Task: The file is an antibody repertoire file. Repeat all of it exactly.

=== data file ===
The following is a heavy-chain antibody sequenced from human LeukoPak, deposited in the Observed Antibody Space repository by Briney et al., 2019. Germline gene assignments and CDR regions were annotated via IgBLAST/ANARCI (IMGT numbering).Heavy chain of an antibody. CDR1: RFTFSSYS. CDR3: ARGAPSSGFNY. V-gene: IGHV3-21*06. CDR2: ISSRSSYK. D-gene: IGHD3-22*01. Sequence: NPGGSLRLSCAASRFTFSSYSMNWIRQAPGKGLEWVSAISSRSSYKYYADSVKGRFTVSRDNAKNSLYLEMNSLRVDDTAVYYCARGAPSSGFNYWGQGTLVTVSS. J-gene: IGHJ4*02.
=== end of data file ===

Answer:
The following is a heavy-chain antibody sequenced from human LeukoPak, deposited in the Observed Antibody Space repository by Briney et al., 2019. Germline gene assignments and CDR regions were annotated via IgBLAST/ANARCI (IMGT numbering).Heavy chain of an antibody. CDR1: RFTFSSYS. CDR3: ARGAPSSGFNY. V-gene: IGHV3-21*06. CDR2: ISSRSSYK. D-gene: IGHD3-22*01. Sequence: NPGGSLRLSCAASRFTFSSYSMNWIRQAPGKGLEWVSAISSRSSYKYYADSVKGRFTVSRDNAKNSLYLEMNSLRVDDTAVYYCARGAPSSGFNYWGQGTLVTVSS. J-gene: IGHJ4*02.